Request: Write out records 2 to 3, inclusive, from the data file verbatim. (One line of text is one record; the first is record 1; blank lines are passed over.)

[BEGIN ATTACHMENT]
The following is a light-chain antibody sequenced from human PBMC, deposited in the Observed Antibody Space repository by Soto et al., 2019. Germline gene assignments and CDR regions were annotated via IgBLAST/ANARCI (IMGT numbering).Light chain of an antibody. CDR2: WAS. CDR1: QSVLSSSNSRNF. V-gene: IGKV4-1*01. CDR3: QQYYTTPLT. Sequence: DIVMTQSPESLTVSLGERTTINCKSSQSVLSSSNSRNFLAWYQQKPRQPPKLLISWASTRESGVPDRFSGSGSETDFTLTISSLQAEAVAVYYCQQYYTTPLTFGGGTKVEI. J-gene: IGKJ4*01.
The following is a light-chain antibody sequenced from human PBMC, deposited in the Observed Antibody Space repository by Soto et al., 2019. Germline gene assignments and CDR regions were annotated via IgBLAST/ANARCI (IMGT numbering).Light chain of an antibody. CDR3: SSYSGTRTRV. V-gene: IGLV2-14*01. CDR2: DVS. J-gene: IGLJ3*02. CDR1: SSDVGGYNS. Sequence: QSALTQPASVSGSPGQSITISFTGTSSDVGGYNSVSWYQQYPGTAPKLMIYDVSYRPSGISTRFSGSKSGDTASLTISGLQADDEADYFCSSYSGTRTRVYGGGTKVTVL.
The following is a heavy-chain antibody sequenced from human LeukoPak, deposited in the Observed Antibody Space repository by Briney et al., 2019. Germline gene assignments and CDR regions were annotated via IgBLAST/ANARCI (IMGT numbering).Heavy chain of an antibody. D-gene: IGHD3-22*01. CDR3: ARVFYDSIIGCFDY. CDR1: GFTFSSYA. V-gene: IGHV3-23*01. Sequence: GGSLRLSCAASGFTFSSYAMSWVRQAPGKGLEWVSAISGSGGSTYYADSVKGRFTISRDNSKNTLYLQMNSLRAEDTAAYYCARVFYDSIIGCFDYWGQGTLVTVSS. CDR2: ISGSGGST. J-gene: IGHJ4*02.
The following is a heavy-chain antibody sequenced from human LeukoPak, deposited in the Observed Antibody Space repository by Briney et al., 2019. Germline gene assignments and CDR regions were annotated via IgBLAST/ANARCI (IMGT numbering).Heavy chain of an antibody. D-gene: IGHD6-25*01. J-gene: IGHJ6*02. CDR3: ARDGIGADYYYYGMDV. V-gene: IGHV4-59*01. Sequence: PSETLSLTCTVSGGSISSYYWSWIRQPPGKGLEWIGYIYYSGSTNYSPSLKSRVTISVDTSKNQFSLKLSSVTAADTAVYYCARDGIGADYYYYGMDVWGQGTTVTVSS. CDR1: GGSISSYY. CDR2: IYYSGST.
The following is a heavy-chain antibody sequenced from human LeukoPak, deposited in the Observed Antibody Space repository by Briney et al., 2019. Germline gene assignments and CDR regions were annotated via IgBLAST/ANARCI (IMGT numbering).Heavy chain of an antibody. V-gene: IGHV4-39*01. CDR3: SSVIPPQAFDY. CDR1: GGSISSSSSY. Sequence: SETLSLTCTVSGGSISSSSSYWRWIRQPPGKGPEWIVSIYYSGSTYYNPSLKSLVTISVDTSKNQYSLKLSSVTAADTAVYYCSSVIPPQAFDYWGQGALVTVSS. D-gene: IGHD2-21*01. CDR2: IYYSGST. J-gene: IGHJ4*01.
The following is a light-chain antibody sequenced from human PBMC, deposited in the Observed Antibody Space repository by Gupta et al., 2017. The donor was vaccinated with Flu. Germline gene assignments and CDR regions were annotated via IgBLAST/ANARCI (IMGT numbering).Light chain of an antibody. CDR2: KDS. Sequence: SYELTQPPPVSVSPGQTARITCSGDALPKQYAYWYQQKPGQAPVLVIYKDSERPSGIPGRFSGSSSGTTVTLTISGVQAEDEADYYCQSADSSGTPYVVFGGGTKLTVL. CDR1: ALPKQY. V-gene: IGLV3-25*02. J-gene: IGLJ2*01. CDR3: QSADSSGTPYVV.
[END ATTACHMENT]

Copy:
The following is a light-chain antibody sequenced from human PBMC, deposited in the Observed Antibody Space repository by Soto et al., 2019. Germline gene assignments and CDR regions were annotated via IgBLAST/ANARCI (IMGT numbering).Light chain of an antibody. CDR3: SSYSGTRTRV. V-gene: IGLV2-14*01. CDR2: DVS. J-gene: IGLJ3*02. CDR1: SSDVGGYNS. Sequence: QSALTQPASVSGSPGQSITISFTGTSSDVGGYNSVSWYQQYPGTAPKLMIYDVSYRPSGISTRFSGSKSGDTASLTISGLQADDEADYFCSSYSGTRTRVYGGGTKVTVL.
The following is a heavy-chain antibody sequenced from human LeukoPak, deposited in the Observed Antibody Space repository by Briney et al., 2019. Germline gene assignments and CDR regions were annotated via IgBLAST/ANARCI (IMGT numbering).Heavy chain of an antibody. D-gene: IGHD3-22*01. CDR3: ARVFYDSIIGCFDY. CDR1: GFTFSSYA. V-gene: IGHV3-23*01. Sequence: GGSLRLSCAASGFTFSSYAMSWVRQAPGKGLEWVSAISGSGGSTYYADSVKGRFTISRDNSKNTLYLQMNSLRAEDTAAYYCARVFYDSIIGCFDYWGQGTLVTVSS. CDR2: ISGSGGST. J-gene: IGHJ4*02.